A $400 million development planned on the banks of the Connecticut River in Lebanon has the potential to create more than 2,000 jobs in the area by the end of its 15-year buildout, according to the developer.But while the development of River Park would be a boon to the regional economy and could bring as much as $1.7 million in taxes to Lebanon, officials are struggling to ensure the benefits of the project outweigh the costs such a large development would have on local services and way of life, they said."On one side of the scale is the interest of the developers which I am supportive of," said Lebanon City Manager Gregory Lewis. "On the other side of the scale, Lebanon has 13,000 people living here -- people are basically providing the property taxes that provide for public services. And with the economy and the shifting of costs from state to city, the costs are going to have to come from property taxes to provide for those services."Hanover-based Lyme Properties LLC has proposed a seven-phase, mixed-use project on North Main Street in West Lebanon. The company plans to include four life science research labs, retail and office space, an apartment complex, 11 single-family homes and a small intermodal hub.For 60 years, the property -- a sprawling 38-acre parcel with almost a mile of frontage on the Connecticut River off of Route 10 in West Lebanon -- was home to Bailey Bros. Auto Parts, a manufacturer.When the owner passed away, the land went up for sale. Seeing the potential in the site and the area for life science laboratories, the land was purchased by Lyme Properties owner David Clem under the name XYZ Dairy LLC. "It's our specialty as a developer," Clem said of the research facilities. "But also because we believe there is a small but growing research cluster associated with Dartmouth College, Dartmouth-Hitchcock Medical Center and the Thayer School of Engineering. And we think that group is likely to expand and grow."Those research companies include Lebanon-based Glyco Fi Inc., which was recently purchased by drug conglomerate Merck, as well as the growth over the past few years of facilities like Adimab and Mascoma Corp., he said.Clem and Lyme Properties - once a subsidiary of The Lyme Timber Company -- have carved out a niche of acquiring, developing and leasing life science and related mixed-use properties. That includes development of 1.5 million square feet of life science space in Cambridge, Mass. -- including the headquarters of biotech giant Genzyme in Kendall Square. The company also has built the headquarters of Vertex Pharmaceuticals next to MIT's University Park, and the Center for Life Science Boston, a project with research facilities for Beth Israel Deaconess Hospital, Dana Farber Cancer Institute, Children's Hospital and CBR Institute for Biomedical Research.In West Lebanon, most of the development will be for research laboratories as well. But another building, near Route 10, will have service retail on the ground floor and two floors of offices above that.The buildout is expected to take 15 years to complete, but if the Lebanon Planning Board gives the project final site plan approval in July, construction on phase one may begin as early as spring 2012.Phase one will start with two prototype houses and the mixed-use retail building.Clem said that, based on previous experience, life science research space generates three permanent jobs per 1,000 square feet. Therefore, he said, he anticipates the development to generate 1,500 to 1,600 permanent jobs -- half research scientists the other half lab techs and support positions. The first round of hiring may start as early as 2013.Construction will also likely generate "hundreds" of jobs, said Clem. And while building laboratories is specialized, sophisticated, work, Clem said he will try to give preference to local builders when he can.Clem also projects that, "for every job on site, there is at least an additional job related to vendors and the service industry. So we think there are about 2,000 jobs being created here."Clem additionally is proposing an 80- to 100-unit apartment complex to house the lab workforce and 11 single-family homes built at the end of an abutting neighborhood."That was a major objective of that neighborhood that we maintain the primary access and egress to the site from Route 10 and not through the residential neighborhood," Clem said. "We agreed to that and designed an extension of Craft's Avenue, which abutted our property as a cul de sac."Clem said the property will also have two structured parking garages so that the majority of the site remains open as green space and isn't covered with surface parking lots.It also allows paves the way for an intermodal transportation system, in conjunction with the Upper Valley's Advanced Transit, on the property.This is an important aspect of the project, since an intermodal system would alleviate current congestion of buses that stack up on Main Street in town and would allow people who wanted to take advantage of a park-and-ride opportunity to do so.Clem said he would also allow public access to the Connecticut River via a network of on-site streets."I think it will be a very positive development if it's finalized, and I'm pretty confident that it will be eventually finalized," City Manager Lewis said. "It will provide opportunity for business, and opportunity for housing."But, Lewis added, "the issue is finding a balance. It is a very significant, substantial size, and it's multi-phase. So the balance is a little more difficult to work to resolution."Paul R. Boucher, president of the Lebanon Chamber of Commerce, said he sees the project as good for the community."I think it's a great project, good mix of uses, and manages to keep a good bit of land near the river set aside for conservation," he said. "It would bring jobs, property taxes... that's a big chunk of taxes."The exact amount of those taxes is a matter of debate.According to a fiscal impact statement provided by XYZ Dairy, the current assessed value of the property is $304,000. The projected value at the end of the build out is about $159 million. Of that, taxes to the city and school are projected to be about $3.2 million. Local expenses for services are expected to be about $1.5 million, leaving a roughly $1.7 million surplus for the city in taxes.But, city planners argued in a letter asking for more details, that those numbers were fuzzy, since they were based on 2009 tax rates -- the only rates available at the time the statement was produced.They did not produce alternative numbers, however.Then there's the traffic. Even Clem acknowledges that any new, large development is going to increase traffic.Initially, regional planners believed that there would be a significant impact on the neighboring town of Hanover as well, in particular with traffic cutting through downtown.However, Christine Walker, executive director of the Upper Valley Lake Sunapee Regional Planning Commission -- which was asked to look at the project last fall -- said a lot has changed in the year since the commission made its findings.More recently, Walker was complimentary of the project and praised the housing element in Clem's plan."I think that it's really extremely helpful anytime there's a large development proposed that there's a housing element with it," she said. "(Housing on site) means less reason to have people coming and going."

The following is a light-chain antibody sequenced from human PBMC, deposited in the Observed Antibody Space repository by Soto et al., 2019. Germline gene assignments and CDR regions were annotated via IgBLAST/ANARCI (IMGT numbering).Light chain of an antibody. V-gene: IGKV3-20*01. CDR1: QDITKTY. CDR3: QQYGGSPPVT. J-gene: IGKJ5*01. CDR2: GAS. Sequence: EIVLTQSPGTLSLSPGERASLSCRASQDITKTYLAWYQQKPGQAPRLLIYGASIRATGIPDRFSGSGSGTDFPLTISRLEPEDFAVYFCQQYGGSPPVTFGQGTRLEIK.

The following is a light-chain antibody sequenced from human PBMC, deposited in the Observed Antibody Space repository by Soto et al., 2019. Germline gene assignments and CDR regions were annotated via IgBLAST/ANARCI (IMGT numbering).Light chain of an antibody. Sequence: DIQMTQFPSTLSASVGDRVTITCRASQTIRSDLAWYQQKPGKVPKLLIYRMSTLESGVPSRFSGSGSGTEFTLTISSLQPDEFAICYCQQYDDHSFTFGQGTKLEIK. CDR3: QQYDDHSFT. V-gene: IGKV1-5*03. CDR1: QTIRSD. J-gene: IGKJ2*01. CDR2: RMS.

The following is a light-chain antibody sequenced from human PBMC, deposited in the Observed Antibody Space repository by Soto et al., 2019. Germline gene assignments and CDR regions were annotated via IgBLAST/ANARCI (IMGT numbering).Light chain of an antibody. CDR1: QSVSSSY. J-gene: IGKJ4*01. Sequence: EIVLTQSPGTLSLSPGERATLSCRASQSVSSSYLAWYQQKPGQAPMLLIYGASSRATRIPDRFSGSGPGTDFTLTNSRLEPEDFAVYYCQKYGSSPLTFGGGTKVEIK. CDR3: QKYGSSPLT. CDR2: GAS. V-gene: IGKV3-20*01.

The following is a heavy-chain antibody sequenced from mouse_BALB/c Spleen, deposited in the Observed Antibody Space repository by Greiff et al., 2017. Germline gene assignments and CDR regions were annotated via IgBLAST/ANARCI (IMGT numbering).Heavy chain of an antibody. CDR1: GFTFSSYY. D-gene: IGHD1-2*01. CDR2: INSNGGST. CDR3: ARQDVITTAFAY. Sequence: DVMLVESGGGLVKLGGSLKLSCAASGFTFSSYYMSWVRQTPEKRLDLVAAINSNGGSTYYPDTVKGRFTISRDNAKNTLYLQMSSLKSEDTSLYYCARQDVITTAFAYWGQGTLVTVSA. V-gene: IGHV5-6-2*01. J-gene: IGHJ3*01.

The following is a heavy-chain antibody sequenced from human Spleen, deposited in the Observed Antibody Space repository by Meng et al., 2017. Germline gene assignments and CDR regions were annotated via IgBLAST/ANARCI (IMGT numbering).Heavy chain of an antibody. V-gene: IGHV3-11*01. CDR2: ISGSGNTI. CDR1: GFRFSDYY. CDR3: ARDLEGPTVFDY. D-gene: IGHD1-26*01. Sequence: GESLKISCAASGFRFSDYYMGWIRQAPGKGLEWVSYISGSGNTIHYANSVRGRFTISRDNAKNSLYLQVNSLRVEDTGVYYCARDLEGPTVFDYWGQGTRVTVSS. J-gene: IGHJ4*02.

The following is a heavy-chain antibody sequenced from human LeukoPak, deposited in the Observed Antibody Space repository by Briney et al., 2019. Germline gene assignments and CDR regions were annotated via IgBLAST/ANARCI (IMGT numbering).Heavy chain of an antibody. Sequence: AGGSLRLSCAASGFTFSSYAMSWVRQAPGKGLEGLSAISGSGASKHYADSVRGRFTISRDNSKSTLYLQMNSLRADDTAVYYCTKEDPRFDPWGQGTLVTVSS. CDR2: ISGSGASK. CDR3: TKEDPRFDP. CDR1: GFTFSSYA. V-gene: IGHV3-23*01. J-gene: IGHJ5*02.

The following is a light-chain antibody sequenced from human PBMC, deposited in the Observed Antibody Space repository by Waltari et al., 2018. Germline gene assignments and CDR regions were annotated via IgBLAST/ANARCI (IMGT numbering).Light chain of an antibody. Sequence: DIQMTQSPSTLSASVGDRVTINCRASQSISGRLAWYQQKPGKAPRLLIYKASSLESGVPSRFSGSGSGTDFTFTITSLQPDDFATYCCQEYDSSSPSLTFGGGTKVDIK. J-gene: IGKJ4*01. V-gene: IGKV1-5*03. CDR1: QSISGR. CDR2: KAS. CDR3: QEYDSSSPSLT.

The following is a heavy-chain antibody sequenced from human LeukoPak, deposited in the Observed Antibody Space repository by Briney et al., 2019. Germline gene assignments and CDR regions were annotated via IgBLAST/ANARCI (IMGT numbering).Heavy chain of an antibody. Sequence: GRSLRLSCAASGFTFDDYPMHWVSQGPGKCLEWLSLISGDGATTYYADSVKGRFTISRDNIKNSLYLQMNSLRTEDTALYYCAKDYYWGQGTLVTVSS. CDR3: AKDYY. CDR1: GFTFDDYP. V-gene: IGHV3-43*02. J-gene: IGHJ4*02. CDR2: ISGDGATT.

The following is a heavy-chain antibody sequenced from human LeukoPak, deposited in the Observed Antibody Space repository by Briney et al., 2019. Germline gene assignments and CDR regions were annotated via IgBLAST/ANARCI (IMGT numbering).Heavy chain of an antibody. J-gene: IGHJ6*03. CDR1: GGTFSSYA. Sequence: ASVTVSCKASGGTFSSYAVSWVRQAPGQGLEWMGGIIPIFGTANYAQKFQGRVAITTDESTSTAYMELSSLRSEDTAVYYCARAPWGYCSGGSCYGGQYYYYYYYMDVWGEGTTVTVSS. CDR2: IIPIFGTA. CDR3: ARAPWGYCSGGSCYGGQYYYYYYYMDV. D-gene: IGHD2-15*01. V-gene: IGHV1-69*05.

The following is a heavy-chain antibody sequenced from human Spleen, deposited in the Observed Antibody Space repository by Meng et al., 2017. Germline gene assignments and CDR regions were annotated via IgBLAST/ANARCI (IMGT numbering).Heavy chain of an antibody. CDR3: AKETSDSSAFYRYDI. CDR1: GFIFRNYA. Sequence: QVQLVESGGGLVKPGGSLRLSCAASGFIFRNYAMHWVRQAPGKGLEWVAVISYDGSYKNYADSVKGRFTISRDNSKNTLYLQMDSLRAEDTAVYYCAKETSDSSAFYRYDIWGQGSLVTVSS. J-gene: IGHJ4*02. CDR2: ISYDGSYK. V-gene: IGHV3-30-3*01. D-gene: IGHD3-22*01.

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This article appears in the July 1 2011 issue of New Hampshire Business Review